The relational database market is forecast to be worth $8,000m a year by 1992, and Relational Technology Inc intends to increase its present claimed 26% worldwide market share with last week’s launch of version 6 of its Ingres database in the UK – under the auspicies of what the company has termed the Cooperative Systems […]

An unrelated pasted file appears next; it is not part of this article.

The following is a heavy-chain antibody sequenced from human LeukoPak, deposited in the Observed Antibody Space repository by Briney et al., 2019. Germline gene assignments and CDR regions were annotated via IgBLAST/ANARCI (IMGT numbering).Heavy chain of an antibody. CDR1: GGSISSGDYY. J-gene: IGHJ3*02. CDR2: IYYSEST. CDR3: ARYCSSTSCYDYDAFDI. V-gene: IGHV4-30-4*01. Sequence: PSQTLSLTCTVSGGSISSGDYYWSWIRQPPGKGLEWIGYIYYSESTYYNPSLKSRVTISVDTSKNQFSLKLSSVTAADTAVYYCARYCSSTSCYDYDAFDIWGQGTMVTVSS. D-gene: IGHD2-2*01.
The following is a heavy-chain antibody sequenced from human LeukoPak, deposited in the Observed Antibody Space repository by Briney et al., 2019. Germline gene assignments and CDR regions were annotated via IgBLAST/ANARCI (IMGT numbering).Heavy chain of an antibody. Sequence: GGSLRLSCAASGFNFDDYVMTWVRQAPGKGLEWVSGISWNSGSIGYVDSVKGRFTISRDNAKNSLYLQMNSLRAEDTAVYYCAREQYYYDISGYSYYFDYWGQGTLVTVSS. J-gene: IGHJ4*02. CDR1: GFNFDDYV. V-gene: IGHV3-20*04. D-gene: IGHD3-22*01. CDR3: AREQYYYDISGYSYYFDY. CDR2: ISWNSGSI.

The relational database market is forecast to be worth $8,000m a year by 1992, and Relational Technology Inc intends to increase its present claimed 26% worldwide market share with last week’s launch of version 6 of its Ingres database in the UK – under the auspicies of what the company has termed the Cooperative Systems Architecture environment (CI No 1,123). According to Marty Sprizen, vice-president of engineering, over 90% of Ingres was rewritten for the project, costing $20m, and representing – the largest development effort Relational Technology has ever made. It includes a new multi-server architecture – incorporating parallel processing capability – and the ability to handle multiple enquiries and transactions from any number simultaneous users, anywhere within the system. Ingres 6 is claimed to have greater data management performance – twice that of Ingres 5 via an artificial intelligence-based query optimiser, new sorting facilities and a group commit feature. SQL compliance with the ANSI standard and IBM’s DB2 is built in, as are new menus, pop up windows, interfaces and tools. Existing users can upgrade to Ingres 6 free of charge – versions for DEC VAX and Sun Microsystems machines are available now, others will to follow over the course of this year. All these new features have been specifically designed to enable Ingres to operate within a hetrogeneous hardware and software environment, providing both application and location transparency. Cooperative Systems Architecture is Relational’s answer to emerging customer demands for a system to look, feel and act like one system, regardless of its components. Ingres 6 can be networked through Unix, VMS, IBM MVS and VM operating systems, IMS, DB2, SQL/DS, RDB and other Ingres databases, as well as supporting X Window System, Presentation Manager, the Open Software Foundation’s Motif and AT&T’s Open Look user interfaces – in any combination – through a plethora of gateways and network protocols developed by the Alameda, California-based company over the last two years. One Ingres interface is presented throughout the system, and programs written using Ingres tools can be stored in and accessed from any part of the system, not just the local operating system. Ingres 6 supersedes both Ingres/Net and Ingres/Star and customers can buy the various bits and pieces for their individual systems which fit on top Ingres 6 – from June of this year. Ingres 6 was launched on December 19 last year in the US, but Cooperative Systems Architecture is not due for announcement on the other side of the Atlantic until April. Other releases in the pipeline include the programming tools Relational Technology engineers used to develop the Cooperative Systems Architecture – claimed to reduce 100,000 lines of code to just 1,500, and new workstation applications.